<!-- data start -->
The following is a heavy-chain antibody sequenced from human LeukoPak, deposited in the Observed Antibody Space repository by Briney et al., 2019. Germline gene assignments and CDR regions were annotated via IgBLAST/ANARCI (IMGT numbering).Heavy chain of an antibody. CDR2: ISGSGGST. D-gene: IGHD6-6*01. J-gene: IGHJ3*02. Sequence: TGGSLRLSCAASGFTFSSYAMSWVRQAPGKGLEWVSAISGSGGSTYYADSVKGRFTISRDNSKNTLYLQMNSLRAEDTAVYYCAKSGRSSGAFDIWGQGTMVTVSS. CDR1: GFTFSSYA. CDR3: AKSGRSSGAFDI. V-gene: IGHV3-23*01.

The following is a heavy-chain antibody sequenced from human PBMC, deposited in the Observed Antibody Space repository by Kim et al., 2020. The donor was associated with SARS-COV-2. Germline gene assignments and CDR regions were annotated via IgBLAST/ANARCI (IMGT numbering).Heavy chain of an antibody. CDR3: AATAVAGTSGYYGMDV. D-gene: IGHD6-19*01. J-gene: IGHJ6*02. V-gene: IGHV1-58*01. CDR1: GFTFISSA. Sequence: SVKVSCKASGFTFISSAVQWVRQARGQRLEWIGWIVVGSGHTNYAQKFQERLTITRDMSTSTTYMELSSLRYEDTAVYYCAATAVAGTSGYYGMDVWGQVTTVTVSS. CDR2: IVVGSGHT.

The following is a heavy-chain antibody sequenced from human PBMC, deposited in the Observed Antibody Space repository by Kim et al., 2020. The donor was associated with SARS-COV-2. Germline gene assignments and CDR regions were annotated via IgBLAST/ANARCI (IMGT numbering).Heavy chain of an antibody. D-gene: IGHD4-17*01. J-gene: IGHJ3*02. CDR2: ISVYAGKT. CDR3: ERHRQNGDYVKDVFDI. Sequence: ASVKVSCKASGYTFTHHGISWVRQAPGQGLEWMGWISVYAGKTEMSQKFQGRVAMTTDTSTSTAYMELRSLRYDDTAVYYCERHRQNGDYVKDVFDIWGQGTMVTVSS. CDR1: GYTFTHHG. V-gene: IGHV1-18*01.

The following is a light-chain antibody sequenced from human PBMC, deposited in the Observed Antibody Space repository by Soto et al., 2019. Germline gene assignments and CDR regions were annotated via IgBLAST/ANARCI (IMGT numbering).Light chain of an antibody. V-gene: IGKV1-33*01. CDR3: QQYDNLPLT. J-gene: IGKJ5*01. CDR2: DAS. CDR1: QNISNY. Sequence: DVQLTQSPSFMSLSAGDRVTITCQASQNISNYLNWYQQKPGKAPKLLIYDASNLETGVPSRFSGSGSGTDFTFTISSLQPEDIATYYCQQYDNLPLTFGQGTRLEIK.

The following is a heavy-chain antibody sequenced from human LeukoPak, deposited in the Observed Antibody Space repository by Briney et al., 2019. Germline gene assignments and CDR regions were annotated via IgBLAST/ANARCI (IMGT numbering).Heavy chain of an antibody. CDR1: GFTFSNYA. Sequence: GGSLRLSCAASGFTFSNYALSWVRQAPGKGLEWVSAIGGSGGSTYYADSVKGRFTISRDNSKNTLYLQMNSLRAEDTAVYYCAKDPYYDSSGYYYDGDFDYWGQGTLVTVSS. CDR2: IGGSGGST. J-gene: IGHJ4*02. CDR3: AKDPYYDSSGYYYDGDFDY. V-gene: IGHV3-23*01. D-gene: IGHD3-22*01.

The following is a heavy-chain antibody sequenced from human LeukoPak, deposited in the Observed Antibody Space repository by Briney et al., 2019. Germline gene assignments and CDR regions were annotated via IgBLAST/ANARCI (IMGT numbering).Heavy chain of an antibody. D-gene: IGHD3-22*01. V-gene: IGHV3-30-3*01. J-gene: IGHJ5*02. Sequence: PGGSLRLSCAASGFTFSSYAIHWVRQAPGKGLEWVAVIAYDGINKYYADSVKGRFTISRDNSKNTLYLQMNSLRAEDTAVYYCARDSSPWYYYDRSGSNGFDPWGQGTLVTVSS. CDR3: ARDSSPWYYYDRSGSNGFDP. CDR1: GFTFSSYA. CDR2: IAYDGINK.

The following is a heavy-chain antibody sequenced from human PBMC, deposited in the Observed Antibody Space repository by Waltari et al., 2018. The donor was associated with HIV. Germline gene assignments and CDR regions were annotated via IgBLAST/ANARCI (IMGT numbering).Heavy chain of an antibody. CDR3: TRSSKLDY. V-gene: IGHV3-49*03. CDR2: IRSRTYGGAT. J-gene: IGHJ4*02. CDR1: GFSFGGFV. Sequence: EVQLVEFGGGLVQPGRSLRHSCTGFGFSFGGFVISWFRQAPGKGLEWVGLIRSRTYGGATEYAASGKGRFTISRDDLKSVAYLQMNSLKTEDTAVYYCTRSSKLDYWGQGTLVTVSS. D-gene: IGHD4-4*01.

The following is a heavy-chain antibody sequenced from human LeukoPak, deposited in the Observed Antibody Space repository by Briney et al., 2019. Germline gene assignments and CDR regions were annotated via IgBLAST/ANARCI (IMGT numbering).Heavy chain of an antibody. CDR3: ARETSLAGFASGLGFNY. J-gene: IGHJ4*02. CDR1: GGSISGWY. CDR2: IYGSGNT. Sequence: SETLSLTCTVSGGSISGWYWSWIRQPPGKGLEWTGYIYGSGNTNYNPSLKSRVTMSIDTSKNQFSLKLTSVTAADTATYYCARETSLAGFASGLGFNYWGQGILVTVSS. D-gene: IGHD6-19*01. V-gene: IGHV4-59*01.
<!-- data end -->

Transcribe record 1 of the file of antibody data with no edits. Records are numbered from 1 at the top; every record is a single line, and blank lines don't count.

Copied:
The following is a heavy-chain antibody sequenced from human LeukoPak, deposited in the Observed Antibody Space repository by Briney et al., 2019. Germline gene assignments and CDR regions were annotated via IgBLAST/ANARCI (IMGT numbering).Heavy chain of an antibody. CDR2: ISGSGGST. D-gene: IGHD6-6*01. J-gene: IGHJ3*02. Sequence: TGGSLRLSCAASGFTFSSYAMSWVRQAPGKGLEWVSAISGSGGSTYYADSVKGRFTISRDNSKNTLYLQMNSLRAEDTAVYYCAKSGRSSGAFDIWGQGTMVTVSS. CDR1: GFTFSSYA. CDR3: AKSGRSSGAFDI. V-gene: IGHV3-23*01.